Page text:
One week ago Belarus President Alexander Lukashenko signed the Decree “On Digital Economy Development” that legalizes ICO, cryptocurrencies and smart contracts. Two months ago the Republic of Abkhazia announced its plans to raise $1 bln in an ICO. Abkhazia followed Venezuela, the first country to consider crypto as a funding mechanism, with its well-publicized plan to roll out an oil-backed token called “Petro.”
Puerto Rico has had an awful decade and its government is more than $70 bln in debt. Recently cryptocurrencies’ capitalization was around $400 bln, now – more than $500 bln. What about ICO for $70 bln to make “crypto valley” in the US there?
In 1996, one of the founders of the Electronic Frontier Foundation, John Perry Barlow, wrote “A Declaration of the Independence of Cyberspace.” A seminal text for its time, it says:
“Cyberspace consists of transactions, relationships, and thought itself, arrayed like a standing wave in the web of our communications. Ours is a world that is both everywhere and nowhere, but it is not where bodies live.”
Estonian e-government services can be run from anywhere. In the old days, a government in exile would quickly lose legitimacy. Sheltering in another country, it would lack the infrastructure to do its work. But today an Estonian government in exile could just carry on. It helps to clarify the differences between a nation, a state and a geographical country.
In general, a nation is a group of people within an area who perceive themselves as a unique entity, a country is that geographical area itself, and a state is a set of political organizations that those people agree to adhere to. By disconnecting the Silicon-based functions of the state from the actual soil-based country, Estonians are protecting their nation. But it’s more than that. Estonians are successful in their efforts and they can build a digital state infrastructure that can be hosted anywhere. It doesn’t have to be an officially recognized state – if we can deterritorialize a state, could we perhaps “state-ify” a nation? It could be backed up and turned off, reduced to a suitcase full of hard drives, only to boot back up again when the time is right.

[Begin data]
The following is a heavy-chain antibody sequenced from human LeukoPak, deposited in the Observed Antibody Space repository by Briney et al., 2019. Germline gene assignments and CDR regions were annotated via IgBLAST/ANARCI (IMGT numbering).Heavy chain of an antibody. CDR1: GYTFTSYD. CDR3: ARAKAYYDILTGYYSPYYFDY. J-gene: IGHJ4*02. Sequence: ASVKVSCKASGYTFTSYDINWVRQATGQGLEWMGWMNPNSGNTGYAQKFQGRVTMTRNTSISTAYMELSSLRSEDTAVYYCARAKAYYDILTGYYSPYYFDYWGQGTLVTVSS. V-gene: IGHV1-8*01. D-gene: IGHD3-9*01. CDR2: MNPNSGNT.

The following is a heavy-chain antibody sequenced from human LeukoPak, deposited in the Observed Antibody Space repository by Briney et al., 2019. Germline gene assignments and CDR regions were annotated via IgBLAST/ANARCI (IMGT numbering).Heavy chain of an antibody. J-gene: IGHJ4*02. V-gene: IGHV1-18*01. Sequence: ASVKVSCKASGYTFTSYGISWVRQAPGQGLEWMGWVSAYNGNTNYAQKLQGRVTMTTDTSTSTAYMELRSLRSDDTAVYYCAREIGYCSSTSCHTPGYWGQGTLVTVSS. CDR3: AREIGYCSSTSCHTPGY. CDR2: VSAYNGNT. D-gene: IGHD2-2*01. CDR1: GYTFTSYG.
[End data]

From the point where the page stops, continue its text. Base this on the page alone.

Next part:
Country-as-a-service – CaaS
You are probably familiar with SaaS – “software as a service.” It’s basically paying for software/hardware as you use them, rather than buying them. These services used to cost you a lot, but are now free or near enough. That’s where governance is going. Government services could become plug and play apps you stitch together to suit your business or lifestyle. There’s no logical reason why governance shouldn’t be delivered as SaaS (CaaS).
The most interesting (and promising) Blockchain-related industries are strictly outside of the cryptorealm – they include solutions for healthcare and logistics, land sale support, governmental and corporate workflow solutions.
Estonia, a global leader in e-government, has recently launched a unified medical record database, accessible to hospitals and insurance companies, in partnership with the Blockchain startup Guardtime. Prescrypt works along the same lines in partnership with SNS Bank and Deloitte in the Netherlands, BitHealth – in the United States.
Swedish government together with ChromaWay and a partner bank is going to test Blockchain smart contracts for the land registry, to simplify life of buyers, sellers, and banks, using land as collateral on a regular basis. BitFury launches a similar initiative in Georgia, whereas BitLand enters Ghana and Honduras (and have plans to expand to Nigeria and Kenya). UAE launches Blockchain strategy to become paperless by 2020.
The state of Delaware, hosting numerous companies from other states and countries, is to introduce a Blockchain-based system of company registration, an issue of shares, recording of Board Resolutions, redistribution of shares as a result of purchase and sales transactions. British Everledger assists banks, insurers and open marketplaces in a reduction of risk and fraud by digitally certifying diamonds, art objects and high-end bottles of wine.
In comparison with the current focus on ICO-backed startups investments into Blockchain-based GovTech startups (to support their growth and building of the ecosystem of such services) looks very promising:
Governance is the next big thing for ICOs and Blockchain world. This new ecosystem, such “borderless country in the cloud” could be like creation of Israel 2.0. Anyway, it seems short-sided to talk about geographical borders in the modern online-world, especially in terms of decentralized economy and Blockchain-community.
Recently Vitalik Buterin wrote:
“*All* crypto communities, Ethereum included, should heed these words of warning. Need to differentiate between getting hundreds of billions of dollars of digital paper wealth sloshing around and actually achieving something meaningful for society.”
Maybe it is the right moment for him to become a real “digital Lenin” (as many journalists named him) – and to create this new country?